From National Public Radio:
Two years ago this month, schools closed their doors in 185 countries. According to UNESCO, roughly 9 out of 10 schoolchildren worldwide were out of school. It would soon be the biggest, longest interruption in schooling since formal education became the norm in wealthier countries in the late 19th century.
At the time, I spoke with several experts in the field of research known as “education in emergencies.” They gave their predictions for the long-term implications of school closures in the United States based on the research on previous school interruptions caused by war, refugee crises, natural disasters and previous epidemics.
Two years on, schools are open and masks are coming off in most places, restoring a feeling of normalcy.
So, how have these predictions played out? Let’s take a look.
Prediction: Student learning will suffer. Vulnerable and marginalized students will be most affected.
In the United States, compared with wealthy countries in Western Europe and East Asia, schools were typically closed longer. A majority of Black, Hispanic and Asian students stayed remote through early 2021. In the fall of 2020, enrollment dropped, driven by families who sat out pre-K and kindergarten.
All the data we have to date shows students falling behind where they would have been without the interruption. As predicted, these gaps are consistently bigger for low-income, Black and Latino children. This study from November found these gaps were bigger at schools that had less in-person learning in the 2020-2021 school year.
Some of the latest research focuses on students learning to read. One recent study in Virginia found early reading skills at a 20-year low this past fall.
In New Orleans after Hurricane Katrina in 2005, schools were closed for a few months, and student learning recovered to its previous trajectory after two full school years – and then improved from there. Post-COVID recovery could take even longer.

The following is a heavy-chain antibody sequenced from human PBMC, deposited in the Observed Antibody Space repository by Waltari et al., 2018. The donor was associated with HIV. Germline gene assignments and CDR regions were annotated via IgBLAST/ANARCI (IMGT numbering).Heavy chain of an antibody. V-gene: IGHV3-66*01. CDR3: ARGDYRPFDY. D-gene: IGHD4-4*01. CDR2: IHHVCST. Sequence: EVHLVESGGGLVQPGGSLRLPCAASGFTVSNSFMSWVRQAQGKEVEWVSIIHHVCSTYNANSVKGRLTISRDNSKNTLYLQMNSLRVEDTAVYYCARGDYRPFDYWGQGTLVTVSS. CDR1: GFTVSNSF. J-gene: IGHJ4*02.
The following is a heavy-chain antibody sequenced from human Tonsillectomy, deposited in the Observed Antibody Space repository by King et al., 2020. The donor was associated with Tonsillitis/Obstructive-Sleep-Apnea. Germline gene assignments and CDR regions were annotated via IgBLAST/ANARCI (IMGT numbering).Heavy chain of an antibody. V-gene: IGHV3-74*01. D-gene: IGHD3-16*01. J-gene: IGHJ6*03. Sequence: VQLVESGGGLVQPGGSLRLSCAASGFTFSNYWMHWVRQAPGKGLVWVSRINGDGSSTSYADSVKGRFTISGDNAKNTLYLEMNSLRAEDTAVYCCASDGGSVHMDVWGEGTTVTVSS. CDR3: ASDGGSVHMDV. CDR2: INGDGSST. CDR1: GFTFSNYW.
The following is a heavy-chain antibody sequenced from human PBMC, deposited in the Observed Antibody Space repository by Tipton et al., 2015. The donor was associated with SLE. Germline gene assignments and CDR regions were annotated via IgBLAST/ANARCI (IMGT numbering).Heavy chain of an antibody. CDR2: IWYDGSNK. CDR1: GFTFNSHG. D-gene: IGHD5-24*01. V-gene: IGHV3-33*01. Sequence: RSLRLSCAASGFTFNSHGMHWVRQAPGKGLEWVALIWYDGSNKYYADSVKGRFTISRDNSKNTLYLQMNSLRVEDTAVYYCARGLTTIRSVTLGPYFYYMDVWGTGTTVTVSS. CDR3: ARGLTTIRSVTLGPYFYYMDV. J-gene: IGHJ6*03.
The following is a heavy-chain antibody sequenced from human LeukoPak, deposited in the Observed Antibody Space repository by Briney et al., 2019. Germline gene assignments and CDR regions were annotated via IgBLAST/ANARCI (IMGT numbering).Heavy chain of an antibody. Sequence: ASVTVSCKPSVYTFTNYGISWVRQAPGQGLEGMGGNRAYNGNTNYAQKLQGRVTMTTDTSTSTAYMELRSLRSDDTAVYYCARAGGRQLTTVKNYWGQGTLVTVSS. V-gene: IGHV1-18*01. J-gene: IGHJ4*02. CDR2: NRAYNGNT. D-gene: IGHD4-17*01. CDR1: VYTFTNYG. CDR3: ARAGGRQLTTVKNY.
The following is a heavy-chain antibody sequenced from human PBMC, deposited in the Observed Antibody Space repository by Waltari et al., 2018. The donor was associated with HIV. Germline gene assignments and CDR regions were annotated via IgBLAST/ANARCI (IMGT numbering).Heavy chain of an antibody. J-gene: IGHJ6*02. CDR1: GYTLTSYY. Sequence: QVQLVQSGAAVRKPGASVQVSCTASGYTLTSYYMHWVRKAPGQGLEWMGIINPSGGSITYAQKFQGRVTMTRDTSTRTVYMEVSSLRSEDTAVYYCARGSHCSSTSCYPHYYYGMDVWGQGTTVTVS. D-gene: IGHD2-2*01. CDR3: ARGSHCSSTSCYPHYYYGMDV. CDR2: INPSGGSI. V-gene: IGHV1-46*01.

Prediction: A spike in the high school dropout rate and a fall in college enrollment.
Verdict: MOSTLY TRUE
For the class of 2020, districts relaxed graduation requirements, and students graduated in similar or even improved numbers compared with previous years. For 2021, it was a different story. Data is incomplete, but Chalkbeat reported recently that high school graduation rates were trending down in most states for which they had data. And district superintendents have told NPR they are missing older students who have traded schooling for paid work.
Federal data, meanwhile, show college enrollment is down more than 1 million students over the past two years. This is an international phenomenon that could reduce earnings around the world by a total of $17 trillion if not addressed, the UN predicts.
Link to the rest at National Public Radio
The COVID shutdowns were, among many other things, a huge sociology and psychology experiment for the world. Different nations responded in different ways, but most acted quickly and for most people, a lack of normalcy continued over an extended period of time.
PG suggests that the consequences/results of the COVID period will continue to be analyzed for quite a number of years into the future.
PG remembers reading about/talking about other similar shared shocks in somewhat recent history.
- Everyone in the United States who alive and cognizant of world affairs remembered where they were and what they were doing when they learned that the Japanese had attacked Peral Harbor.